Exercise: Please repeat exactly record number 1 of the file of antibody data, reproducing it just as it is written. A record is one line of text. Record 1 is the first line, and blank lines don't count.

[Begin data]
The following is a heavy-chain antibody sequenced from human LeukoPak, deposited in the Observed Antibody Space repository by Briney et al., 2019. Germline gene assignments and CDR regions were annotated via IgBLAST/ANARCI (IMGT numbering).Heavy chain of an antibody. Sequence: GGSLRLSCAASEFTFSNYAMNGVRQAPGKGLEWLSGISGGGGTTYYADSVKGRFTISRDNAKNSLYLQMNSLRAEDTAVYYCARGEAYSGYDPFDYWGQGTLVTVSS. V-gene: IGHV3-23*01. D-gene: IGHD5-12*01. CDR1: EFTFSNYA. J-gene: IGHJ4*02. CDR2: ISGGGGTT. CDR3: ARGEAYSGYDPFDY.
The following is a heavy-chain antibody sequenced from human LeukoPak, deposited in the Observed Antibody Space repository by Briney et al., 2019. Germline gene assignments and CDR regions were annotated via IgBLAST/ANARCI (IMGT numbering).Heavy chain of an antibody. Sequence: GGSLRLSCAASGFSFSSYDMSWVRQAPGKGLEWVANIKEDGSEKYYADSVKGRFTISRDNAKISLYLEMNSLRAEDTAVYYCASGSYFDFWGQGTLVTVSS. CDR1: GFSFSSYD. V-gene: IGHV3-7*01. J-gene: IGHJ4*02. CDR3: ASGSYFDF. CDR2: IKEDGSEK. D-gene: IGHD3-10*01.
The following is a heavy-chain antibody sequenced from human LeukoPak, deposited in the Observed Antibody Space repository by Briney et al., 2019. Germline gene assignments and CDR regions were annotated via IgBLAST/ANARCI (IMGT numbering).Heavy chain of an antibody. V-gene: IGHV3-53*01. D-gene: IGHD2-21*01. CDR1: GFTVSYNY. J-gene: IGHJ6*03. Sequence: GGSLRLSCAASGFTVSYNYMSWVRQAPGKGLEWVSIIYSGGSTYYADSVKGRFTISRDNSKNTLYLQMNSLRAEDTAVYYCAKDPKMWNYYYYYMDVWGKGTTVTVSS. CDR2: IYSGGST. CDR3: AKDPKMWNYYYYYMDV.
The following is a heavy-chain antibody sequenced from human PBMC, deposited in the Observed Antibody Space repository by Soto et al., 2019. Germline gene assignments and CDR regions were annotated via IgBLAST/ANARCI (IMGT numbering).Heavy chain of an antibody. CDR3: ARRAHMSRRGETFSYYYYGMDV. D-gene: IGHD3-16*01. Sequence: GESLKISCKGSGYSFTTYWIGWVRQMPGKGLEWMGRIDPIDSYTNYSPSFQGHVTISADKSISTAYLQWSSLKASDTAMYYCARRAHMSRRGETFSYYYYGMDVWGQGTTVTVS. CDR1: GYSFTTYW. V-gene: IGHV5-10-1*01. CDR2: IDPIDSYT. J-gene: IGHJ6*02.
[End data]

The following is a heavy-chain antibody sequenced from human LeukoPak, deposited in the Observed Antibody Space repository by Briney et al., 2019. Germline gene assignments and CDR regions were annotated via IgBLAST/ANARCI (IMGT numbering).Heavy chain of an antibody. Sequence: GGSLRLSCAASEFTFSNYAMNGVRQAPGKGLEWLSGISGGGGTTYYADSVKGRFTISRDNAKNSLYLQMNSLRAEDTAVYYCARGEAYSGYDPFDYWGQGTLVTVSS. V-gene: IGHV3-23*01. D-gene: IGHD5-12*01. CDR1: EFTFSNYA. J-gene: IGHJ4*02. CDR2: ISGGGGTT. CDR3: ARGEAYSGYDPFDY.